LAS VEGAS (KLAS) — Nearly 600 Nevadans are on the organ waiting list however, there is only one transplant institute for the entire state.

The state of Colorado has four transplant centers, meanwhile, the states of Arizona and Washington each have five transplant centers. The state of Missouri has eight transplant services.

Kirsten Uzzardo is one of the thousands of Nevadas forced to leave Nevada for an organ transplant.

“I was struggling to get a kidney here so the doctors recommended I go out of state,” said Uzzardo. “We needed to be done there for 6 weeks minimum if things went well.”

Once Kirsten and her husband Vinni received the call they dropped everything to get to the Mayo Clinic in Phoenix at the height of the pandemic.

“I had to give her a kiss goodbye and wave her through the door I couldn’t even go in,” Vinni tells 8 News Now.

University Medical Center is the only transplant center in the state and it only performs kidney transplants. Last year the hospital performed 138 transplants.

Steve Peralta is the Nevada Donor Network’s foundation president and expanded on the issue facing many in need of transplants across Nevada.

“A heart transplant, a lung transplant, a liver, pancreas, Nevadans are having to leave and relocate outside of our state,” he said.

Right now there are nearly 600 Nevadans on the waiting list. Many of them will have to relocate to save their lives.

It’s exactly what Osker Gamboa says he and his mother had to do. He says they spent six months in Los Angeles getting his heart transplant. They say the time away created a huge financial and emotional burden.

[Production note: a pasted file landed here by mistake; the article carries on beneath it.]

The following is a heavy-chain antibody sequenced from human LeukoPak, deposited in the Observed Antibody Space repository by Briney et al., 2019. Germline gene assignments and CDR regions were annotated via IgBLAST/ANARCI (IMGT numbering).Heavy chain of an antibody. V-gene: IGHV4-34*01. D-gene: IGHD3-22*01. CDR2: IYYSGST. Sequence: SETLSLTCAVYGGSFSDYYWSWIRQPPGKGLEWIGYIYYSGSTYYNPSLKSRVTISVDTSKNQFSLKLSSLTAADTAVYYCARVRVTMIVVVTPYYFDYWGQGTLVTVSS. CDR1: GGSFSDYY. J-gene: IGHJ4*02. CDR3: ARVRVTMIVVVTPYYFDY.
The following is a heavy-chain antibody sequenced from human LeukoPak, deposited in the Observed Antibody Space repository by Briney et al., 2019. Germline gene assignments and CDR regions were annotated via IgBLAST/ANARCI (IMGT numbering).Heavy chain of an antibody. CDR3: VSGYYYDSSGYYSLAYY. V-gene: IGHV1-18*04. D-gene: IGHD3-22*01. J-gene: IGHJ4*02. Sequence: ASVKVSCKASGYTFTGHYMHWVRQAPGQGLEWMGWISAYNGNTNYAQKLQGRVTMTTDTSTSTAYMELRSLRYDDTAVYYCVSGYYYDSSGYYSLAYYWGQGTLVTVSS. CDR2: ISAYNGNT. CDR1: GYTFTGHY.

Vinni says the recovery for his wife would’ve been easier had she been able to do so from the comforts of her own home.

“Being able to take her and put her on her own couch or her own bed to fully just recuperate would have been so much easier,” he added.

Elevating and expanding UMC to a fully accredited institute will take time and money, as much as $35M. Currently, the Nevada Donor Network is about a third of the way there.

“We’ve got to get accredited, licensed, once we’re able to do that just like any other hospital procedure we can get reimbursed,” Peralta said.

It will take years to eventually offer all organ transplants. For those waiting the procedure will likely mean leaving your home, your job, and even your family in order to stay alive.

“Enjoy what you can enjoy, better days to come,” adds Kirsten.

Her husband agrees. “Enjoy life every minute of it,” said Vinni.

Southern Nevadan’s are generous when it comes to becoming an organ donor.

About 54% of the state is registered, which is higher than average.

More diversity is also needed to turn organ donation into the gift of life.